The birds are singing. The promise of new life springing up around me. Then I read the newspaper. Grieved by the horrific story of a mother abusing and killing her child, cruelty of the worst kind. I cry out to God. The joy seems sucked out of the world. I feel naive, unaware of the incredible evil in my home town. With a sense of helplessness, hopelessness settles in my heart. What should a person do? What should I do?
I allow myself to grieve. Someone should grieve for the little toddler who was killed by someone who should have loved and protected him. But I cannot stay in that place of grief and outrage. In reality, I cannot change those people’s lives. I pray, believing prayer changes things, but I don’t know them and can’t make sense of it. These situations remind me of World War II and the unimaginable atrocities committed by people to other human beings. Things like that are still happening today. Sadness.
How to cope? A few authors who have “been there” bring words of wisdom and hope:
“We who lived in concentration camps can remember the men who walked through the huts comforting others, giving away their last piece of bread. They may have been few in number, but they offer sufficient proof that everything can be taken from a man but one thing: the last of the human freedoms — to choose one’s attitude in any given set of circumstances, to choose one’s own way.”
― Viktor E. Frankl, Man’s Search for Meaning
One of my favorite quotes that often comes to mind is:
“Think of all the beauty still left around you and be happy.” along with that,
“I don’t think of all the misery but of the beauty that still remains.”
– Anne Frank
Considering Anne Frank’s quote, I realize it connects with what I planned to work on next, a guest post for Bernice Hopper’s next online Art Journaling Challenge in May. After a blustery rain, the sun began to shine and I go for a walk, noticing and photographing the beauty at my feet, the kind of beauty that is easily passed by. Pouring out my heart in prayer as I walk, I can’t help but feel a twinge of wonder sneaking back in as I drink in the beauty of the flowering bulbs. Life after death. Spring following winter. I pass other walkers, greeting, commenting on the beauty of the much appreciated Pacific Northwest sunshine. I am reminded there are still people who love and do good things, making a difference for the better in the world. Hope begins to rise.
The next day I revisit my photos and the theme of “Walk” in my journal page. I am thankful for the time to work on it. Along with my feet, and the quotes Bernice provided, I include some painting of the smallest flowers on my walk. I leave room for more quotes and whatever else asks to go on my journal page later.
Throughout these days I am constantly reminded that the key is love. It’s the only possible solution to our problems. I ask God for help. I feel like curling up like a potato bug. But in faith I step out with more intention; Bringing a meal to a friend who is ill, writing a comfort card, making a phone call to tell someone I love them. Making space for quietness, for listening to God, and taking time to love myself.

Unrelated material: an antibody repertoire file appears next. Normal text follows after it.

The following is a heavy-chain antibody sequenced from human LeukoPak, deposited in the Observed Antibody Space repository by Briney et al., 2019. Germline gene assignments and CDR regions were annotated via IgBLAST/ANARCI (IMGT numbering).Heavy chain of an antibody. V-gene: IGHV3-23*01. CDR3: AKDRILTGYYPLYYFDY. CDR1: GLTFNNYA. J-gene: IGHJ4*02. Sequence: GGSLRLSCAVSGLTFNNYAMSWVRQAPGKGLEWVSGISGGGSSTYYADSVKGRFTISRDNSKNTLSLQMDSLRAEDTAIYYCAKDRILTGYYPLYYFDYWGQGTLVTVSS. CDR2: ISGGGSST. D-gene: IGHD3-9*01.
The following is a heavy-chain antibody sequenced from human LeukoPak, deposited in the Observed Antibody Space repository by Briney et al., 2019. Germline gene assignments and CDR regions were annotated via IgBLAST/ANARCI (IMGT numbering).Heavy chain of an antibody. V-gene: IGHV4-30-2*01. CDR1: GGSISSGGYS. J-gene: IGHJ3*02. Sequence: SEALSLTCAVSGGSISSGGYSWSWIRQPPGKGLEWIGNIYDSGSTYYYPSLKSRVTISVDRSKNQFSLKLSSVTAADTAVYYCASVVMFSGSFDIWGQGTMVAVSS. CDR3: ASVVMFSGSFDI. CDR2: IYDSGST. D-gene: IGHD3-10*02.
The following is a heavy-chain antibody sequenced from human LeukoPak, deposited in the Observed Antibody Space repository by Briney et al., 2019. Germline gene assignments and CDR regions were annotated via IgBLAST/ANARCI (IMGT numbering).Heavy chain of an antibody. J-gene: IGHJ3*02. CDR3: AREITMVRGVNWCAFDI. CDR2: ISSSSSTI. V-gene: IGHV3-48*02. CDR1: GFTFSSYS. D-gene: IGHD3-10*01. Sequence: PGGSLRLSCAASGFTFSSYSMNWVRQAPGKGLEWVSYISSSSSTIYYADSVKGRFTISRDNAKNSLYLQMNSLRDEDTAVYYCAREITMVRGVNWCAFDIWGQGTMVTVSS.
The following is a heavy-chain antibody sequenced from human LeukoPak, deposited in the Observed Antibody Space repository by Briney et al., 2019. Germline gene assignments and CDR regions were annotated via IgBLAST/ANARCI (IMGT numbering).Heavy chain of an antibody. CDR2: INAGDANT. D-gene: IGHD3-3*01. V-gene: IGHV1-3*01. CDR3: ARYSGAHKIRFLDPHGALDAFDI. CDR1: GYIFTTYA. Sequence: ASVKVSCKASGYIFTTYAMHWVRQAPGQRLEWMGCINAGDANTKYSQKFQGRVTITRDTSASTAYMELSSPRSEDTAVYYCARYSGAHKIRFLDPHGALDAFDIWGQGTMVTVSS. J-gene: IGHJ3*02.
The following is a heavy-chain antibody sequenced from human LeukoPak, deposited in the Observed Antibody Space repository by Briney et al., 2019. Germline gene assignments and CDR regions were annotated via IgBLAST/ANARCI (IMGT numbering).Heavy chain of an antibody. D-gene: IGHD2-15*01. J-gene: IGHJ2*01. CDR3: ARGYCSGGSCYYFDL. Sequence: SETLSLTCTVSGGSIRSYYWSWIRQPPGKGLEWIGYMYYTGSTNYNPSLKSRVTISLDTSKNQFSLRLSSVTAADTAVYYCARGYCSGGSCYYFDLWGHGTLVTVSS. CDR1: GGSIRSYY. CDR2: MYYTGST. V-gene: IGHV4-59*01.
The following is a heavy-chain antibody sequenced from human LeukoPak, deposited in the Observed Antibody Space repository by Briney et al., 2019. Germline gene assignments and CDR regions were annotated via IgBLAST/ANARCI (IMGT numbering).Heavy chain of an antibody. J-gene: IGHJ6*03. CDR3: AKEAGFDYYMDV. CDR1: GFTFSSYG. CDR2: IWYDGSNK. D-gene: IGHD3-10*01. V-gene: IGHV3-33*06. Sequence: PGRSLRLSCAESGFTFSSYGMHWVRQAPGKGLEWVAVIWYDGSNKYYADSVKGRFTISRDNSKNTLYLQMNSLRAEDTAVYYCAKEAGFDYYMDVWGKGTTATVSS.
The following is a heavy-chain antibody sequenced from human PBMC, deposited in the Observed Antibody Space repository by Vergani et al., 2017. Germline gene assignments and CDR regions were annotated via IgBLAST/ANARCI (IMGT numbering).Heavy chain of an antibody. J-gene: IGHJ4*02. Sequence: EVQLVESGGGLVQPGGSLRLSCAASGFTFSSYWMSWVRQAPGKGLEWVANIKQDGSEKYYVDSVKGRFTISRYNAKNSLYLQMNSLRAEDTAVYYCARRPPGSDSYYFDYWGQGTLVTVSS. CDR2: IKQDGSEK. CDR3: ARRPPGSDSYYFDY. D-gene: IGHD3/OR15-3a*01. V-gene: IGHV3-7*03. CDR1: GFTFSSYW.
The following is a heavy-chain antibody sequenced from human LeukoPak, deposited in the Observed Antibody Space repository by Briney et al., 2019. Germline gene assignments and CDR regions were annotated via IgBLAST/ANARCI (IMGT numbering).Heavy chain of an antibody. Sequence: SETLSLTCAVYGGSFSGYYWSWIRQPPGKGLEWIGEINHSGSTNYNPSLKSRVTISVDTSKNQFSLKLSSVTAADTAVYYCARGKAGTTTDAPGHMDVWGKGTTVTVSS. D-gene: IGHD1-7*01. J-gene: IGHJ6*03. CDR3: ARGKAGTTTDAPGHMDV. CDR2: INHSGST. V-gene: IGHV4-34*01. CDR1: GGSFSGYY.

“Love is the only way to grasp another human being in the innermost core of his personality. No one can become fully aware of the very essence of another human being unless he loves him. By his love he is enabled to see the essential traits and features in the beloved person; and even more, he sees that which is potential in him, which is not yet actualized but yet ought to be actualized. Furthermore, by his love, the loving person enables the beloved person to actualize these potentialities. By making him aware of what he can be and of what he should become, he makes these potentialities come true.”
― Viktor E. Frankl, Man’s Search for Meaning
God loves each of us with the kind of love Viktor talks about in the above quote. During this season of Lent, I am reminded of how much God loves us. He became a human like us, experiencing the full range of human life, even with unjust suffering inflicted by others and hideous death. He did it for us. And then came His Resurrection, triumphing over sin and death. Hope, love, forgiveness, and the freedom to choose life. Jesus came that we may have life and live it abundantly. He says,
“I am the door; if anyone enters through Me, he will be saved, and will go in and out and find pasture. The thief comes only to steal and kill and destroy; I came that they may have life, and have it abundantly. I am the good shepherd; the good shepherd lays down His life for the sheep.” – John 10:9-11 NAS
“Even though I walk through the valley of the shadow of death, I will fear no evil, for You are with me; Your rod and Your staff, they comfort me.” – Psalm 23:4 NAS
– Valerie Sjodin